Learning from indigenous teachings, the design of Algoma University’s Mukwa Waakaa’igan Indigenous Center of Cultural Excellence by Moriyama & Teshima Architects in Sault Ste. Marie, Ontario, Canada, honors the site’s long and tragic history by offering a safe place of healing for all communities. It also gives a stage for indigenous communities to interact with visitors from all over the world in order to share their knowledge, traditions, stories, and identity. The site’s harrowing history began with Shingwauk Hall, a former residential school that took 184 children from First Nations tribes away from their parents, families, culture, and communities from 1875 until 1970. While known, it has become a prominent discussion, which even led to Pope Francis visiting Canada in July 2022, to ask for ‘forgiveness in the name of the church‘ for the actions of such residential schools all across the country. The survivors of the incident, together with the Children of Shinhigwauk Alumni Association (CSAA), have been closely collaborating with Algoma University to heal the site of its horrors and rehabilitate it within the community as a place of healing rather than a memory of a nightmare. . This was accomplished through the creation of a vision for a cross-cultural learning center that also serves as a space for conversation, change, and transformation.
Indigenous teachings and beliefs inspired the design of the Mukwa Waakaa’igan Indigenous Center of Cultural Excellence. This includes the structure’s architectural form, materials, and spatial organization. The name, Mukwa Waakaa’igaitself had its inception in the indigenous beliefs. Mukwaor the Bear in the Anishinaabemowin language, is a protector and healer of the mind, body, and soul. Tikinaga, or the Baby Carrier, is a crucial aspect of indigenous baby rearing and depicts a space similar to a mother’s womb, a place of protection and warmth. The two great lakes, Lake Superior and Lake Huron meet here Baawitigong, or the region of rapids or water, which represents the origin of life. The element of water is a crucial component in terms of the building’s serene views and landscape. The structure was given the name Mukwa Waakaa’igan, which translates to “Bear’s Den” in the Anishinaabemowin language.
The form of the building rises from the ground with three paths intertwined with each other, representing the past, present, and future like a sweet grass braid. The three timelines are woven together in this one-of-a-kind architectural form to reflect the community’s common journey of healing and recovery from a colonial past to an empowered present to a future of sustainability and stability. All entrances to the structure are oriented along the seven cardinal directions taken from the Anishinaabe culture’s Medicinal Wheel, which bears spiritual significance to the community. The eastern entrance on the ground level leads to teaching spaces that are integrated with elements of nature to provide students with a new learning experience while also signifying rebirth. All levels, from the lowest floor to the upper two floors, have natural linkages to nature, giving users a unique experience of forest and lake in their everyday life through meditation areas, student lounges, cafés, and research and academic departments.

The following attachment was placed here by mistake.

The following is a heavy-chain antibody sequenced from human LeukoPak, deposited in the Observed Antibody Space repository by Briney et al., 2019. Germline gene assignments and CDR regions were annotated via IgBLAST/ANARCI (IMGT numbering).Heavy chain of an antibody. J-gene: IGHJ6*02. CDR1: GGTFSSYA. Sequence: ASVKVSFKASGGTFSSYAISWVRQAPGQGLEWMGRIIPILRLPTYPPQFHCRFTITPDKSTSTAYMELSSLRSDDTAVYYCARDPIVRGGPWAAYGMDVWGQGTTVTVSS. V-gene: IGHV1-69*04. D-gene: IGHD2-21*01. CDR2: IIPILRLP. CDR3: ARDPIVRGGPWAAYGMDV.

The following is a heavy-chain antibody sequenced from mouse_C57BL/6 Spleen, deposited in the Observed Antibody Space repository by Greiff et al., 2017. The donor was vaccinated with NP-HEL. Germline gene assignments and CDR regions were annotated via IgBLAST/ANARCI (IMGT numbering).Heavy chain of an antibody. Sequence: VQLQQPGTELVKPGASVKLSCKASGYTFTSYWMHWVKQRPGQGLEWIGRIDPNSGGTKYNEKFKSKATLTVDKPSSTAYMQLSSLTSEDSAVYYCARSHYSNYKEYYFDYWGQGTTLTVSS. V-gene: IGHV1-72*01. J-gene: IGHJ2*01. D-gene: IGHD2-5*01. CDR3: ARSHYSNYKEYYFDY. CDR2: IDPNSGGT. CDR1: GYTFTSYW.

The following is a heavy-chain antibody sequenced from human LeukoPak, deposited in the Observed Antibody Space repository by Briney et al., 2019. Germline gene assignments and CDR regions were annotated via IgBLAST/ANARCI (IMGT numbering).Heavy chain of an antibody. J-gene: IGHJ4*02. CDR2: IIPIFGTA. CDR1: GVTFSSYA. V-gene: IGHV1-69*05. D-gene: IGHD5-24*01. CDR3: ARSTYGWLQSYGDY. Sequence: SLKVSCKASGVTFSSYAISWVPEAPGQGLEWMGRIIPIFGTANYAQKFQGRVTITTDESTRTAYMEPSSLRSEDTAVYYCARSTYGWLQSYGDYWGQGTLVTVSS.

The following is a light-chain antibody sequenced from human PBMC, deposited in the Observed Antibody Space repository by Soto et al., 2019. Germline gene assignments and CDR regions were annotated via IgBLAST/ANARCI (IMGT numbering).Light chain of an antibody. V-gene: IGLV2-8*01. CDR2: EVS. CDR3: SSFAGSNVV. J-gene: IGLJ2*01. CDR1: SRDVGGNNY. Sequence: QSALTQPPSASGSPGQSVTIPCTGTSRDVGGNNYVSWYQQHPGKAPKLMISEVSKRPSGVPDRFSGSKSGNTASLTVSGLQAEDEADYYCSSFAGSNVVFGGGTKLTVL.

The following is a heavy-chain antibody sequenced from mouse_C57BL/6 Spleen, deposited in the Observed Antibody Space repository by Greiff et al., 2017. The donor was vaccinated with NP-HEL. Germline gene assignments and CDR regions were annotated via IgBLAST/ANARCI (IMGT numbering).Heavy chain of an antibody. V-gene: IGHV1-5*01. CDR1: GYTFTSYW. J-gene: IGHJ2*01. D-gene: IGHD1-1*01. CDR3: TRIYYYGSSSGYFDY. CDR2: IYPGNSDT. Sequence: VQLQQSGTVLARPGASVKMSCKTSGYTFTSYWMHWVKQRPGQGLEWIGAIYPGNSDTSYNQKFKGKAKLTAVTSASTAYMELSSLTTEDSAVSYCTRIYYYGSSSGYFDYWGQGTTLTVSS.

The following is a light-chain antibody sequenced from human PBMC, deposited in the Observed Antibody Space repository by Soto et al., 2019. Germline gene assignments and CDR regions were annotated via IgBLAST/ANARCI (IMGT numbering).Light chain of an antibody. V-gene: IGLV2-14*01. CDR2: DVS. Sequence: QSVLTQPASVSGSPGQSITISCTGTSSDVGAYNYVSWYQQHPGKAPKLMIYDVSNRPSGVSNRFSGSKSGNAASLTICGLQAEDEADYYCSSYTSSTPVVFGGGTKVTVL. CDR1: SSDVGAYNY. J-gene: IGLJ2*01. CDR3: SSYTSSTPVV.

While the Mukwa Waakaa’igan Indigenous Center of Cultural Excellence is a healing space, it also serves as a reminder of the past through exhibitions and archives at the Shingwauk Residential Schools Centre’s (SRSC) Library and Archives. These presentations and shows are centered around the works of indigenous artists and address the brutal reality and truth of Canada’s residential schools. A dialogue of new awareness is initiated via art in order to empower communities.
The project’s materiality emphasizes sustainability through the use of Mass Timber, a locally available renewable material that performs as an insulator against severe winter temperatures and a natural carbon sequester from the atmosphere. The entire structure integrates with nature via design, blurring the lines of distinctions between the building and nature, as well as the inside and outside. The spaces provide people with possibilities for learning and gathering while also providing an opportunity for interactions with history and the past.
Mukwa Waakaa’igan Indigenous Center of Cultural Excellence takes on an organic form inspired by the community’s beliefs yet constructed with mass timber, showcasing a future that it symbolizes. Many views were heard during the design process, including those of residential school survivors, student associates, staff members, and indigenous elders and advisers. Everyone’s opinions, needs, aspirations, and emotions were heard and taken into account to decolonize the design approach for the community-focused cultural center.
Project Name: Algoma University
Net Program Area: 27,000 Sq.ft
Gross Floor Area: 37,000 Sq.ft
Team: Moriyama & Teshima Architects & Smoke Architecture, Carol Phillips, Eladia Smoke, Mahsa Majidan, Larissa Roque
(Text by Rashi Karkoon, intern at STIRworld)